Directional recrystallization was invented more than 80 years ago and has been applied to wrought materials. In their new study, the MIT team adapted directional recrystallization for 3D-printed superalloys.
The team tested the method on 3D-printed nickel-based superalloys -- metals that are typically cast and used in gas turbines. In a series of experiments, the researchers placed 3D-printed samples of rod-shaped superalloys in a room-temperature water bath placed just below an induction coil. They slowly drew each rod out of the water and through the coil at various speeds, dramatically heating the rods to temperatures varying between 1,200 and 1,245 degrees Celsius.
They found that drawing the rods at a particular speed (2.5 millimeters per hour) and through a specific temperature (1,235 degrees Celsius) created a steep thermal gradient that triggered a transformation in the material's printed, fine-grained microstructure.
"The material starts as small grains with defects called dislocations, that are like a mangled spaghetti," Cordero explains. "When you heat this material up, those defects can annihilate and reconfigure, and the grains are able to grow. We're continuously elongating the grains by consuming the defective material and smaller grains -- a process termed recrystallization."
After cooling the heat-treated rods, the researchers examined their microstructure using optical and electron microscopy, and found that the material's printed microscopic grains were replaced with "columnar" grains, or long crystal-like regions that were significantly larger than the original grains.
"We've completely transformed the structure," says lead author Dominic Peachey. "We show we can increase the grain size by orders of magnitude, to massive columnar grains, which theoretically should lead to dramatic improvements in creep properties."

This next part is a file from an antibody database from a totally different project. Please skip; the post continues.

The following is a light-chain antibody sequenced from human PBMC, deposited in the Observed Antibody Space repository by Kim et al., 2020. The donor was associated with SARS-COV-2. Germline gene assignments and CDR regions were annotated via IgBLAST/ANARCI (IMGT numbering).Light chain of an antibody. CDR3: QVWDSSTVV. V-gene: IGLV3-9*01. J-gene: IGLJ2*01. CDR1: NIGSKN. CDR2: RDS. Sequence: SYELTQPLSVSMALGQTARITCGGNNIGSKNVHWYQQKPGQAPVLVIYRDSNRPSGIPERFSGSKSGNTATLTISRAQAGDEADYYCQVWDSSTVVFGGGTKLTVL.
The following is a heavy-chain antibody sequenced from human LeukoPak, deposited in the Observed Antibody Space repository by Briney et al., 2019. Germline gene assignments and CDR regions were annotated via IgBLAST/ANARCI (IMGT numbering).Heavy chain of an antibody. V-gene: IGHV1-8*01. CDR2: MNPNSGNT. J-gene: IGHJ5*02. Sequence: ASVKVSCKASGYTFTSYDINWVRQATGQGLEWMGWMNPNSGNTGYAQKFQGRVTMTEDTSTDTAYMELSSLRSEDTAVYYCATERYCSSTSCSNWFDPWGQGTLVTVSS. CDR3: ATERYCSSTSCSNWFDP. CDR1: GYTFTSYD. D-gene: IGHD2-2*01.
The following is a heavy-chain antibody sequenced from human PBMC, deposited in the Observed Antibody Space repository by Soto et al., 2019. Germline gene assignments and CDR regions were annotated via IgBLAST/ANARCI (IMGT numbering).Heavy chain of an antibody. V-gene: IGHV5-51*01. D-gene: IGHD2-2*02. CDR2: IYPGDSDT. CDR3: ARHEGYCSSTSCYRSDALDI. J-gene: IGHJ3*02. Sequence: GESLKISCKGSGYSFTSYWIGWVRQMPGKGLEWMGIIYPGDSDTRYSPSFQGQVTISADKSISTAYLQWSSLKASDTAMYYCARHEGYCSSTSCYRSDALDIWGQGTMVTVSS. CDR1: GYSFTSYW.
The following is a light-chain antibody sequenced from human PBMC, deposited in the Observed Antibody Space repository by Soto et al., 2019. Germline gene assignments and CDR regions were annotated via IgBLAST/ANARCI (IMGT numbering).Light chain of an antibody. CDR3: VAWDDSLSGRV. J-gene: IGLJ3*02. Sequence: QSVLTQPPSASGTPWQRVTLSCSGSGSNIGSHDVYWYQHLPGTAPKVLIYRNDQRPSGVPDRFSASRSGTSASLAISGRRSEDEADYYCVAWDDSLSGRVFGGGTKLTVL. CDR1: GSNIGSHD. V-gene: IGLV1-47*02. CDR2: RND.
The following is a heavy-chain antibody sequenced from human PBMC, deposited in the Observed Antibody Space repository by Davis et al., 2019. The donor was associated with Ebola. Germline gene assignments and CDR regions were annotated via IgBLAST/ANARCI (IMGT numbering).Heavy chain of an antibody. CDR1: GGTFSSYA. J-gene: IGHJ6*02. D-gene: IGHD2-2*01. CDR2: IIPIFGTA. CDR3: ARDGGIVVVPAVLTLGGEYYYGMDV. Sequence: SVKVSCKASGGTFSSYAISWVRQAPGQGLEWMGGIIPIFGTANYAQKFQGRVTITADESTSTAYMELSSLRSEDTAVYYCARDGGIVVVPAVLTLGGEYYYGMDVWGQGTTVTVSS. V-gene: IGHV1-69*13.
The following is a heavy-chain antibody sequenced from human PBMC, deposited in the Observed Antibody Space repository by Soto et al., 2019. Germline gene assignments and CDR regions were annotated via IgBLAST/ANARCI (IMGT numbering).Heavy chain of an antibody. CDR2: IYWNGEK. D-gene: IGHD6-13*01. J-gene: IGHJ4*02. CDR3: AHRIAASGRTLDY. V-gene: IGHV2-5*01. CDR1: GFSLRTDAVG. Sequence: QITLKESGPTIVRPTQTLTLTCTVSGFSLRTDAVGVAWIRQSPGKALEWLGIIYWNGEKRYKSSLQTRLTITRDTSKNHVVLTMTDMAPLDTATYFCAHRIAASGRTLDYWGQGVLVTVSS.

The team also showed they could manipulate the draw speed and temperature of the rod samples to tailor the material's growing grains, creating regions of specific grain size and orientation. This level of control, Cordero says, can enable manufacturers to print turbine blades with site-specific microstructures that are resilient to specific operating conditions.
Cordero plans to test the heat treatment on 3D-printed geometries that more closely resemble turbine blades. The team is also exploring ways to speed up the draw rate, as well as test a heat-treated structure's resistance to creep. Then, they envision that the heat treatment could enable the practical application of 3D-printing to produce industrial-grade turbine blades, with more complex shapes and patterns.
"New blade and vane geometries will enable more energy-efficient land-based gas turbines, as well as, eventually, aeroengines," Cordero notes. "This could from a baseline perspective lead to lower carbon dioxide emissions, just through improved efficiency of these devices."
This research was supported, in part, by the U.S. Office of Naval Research.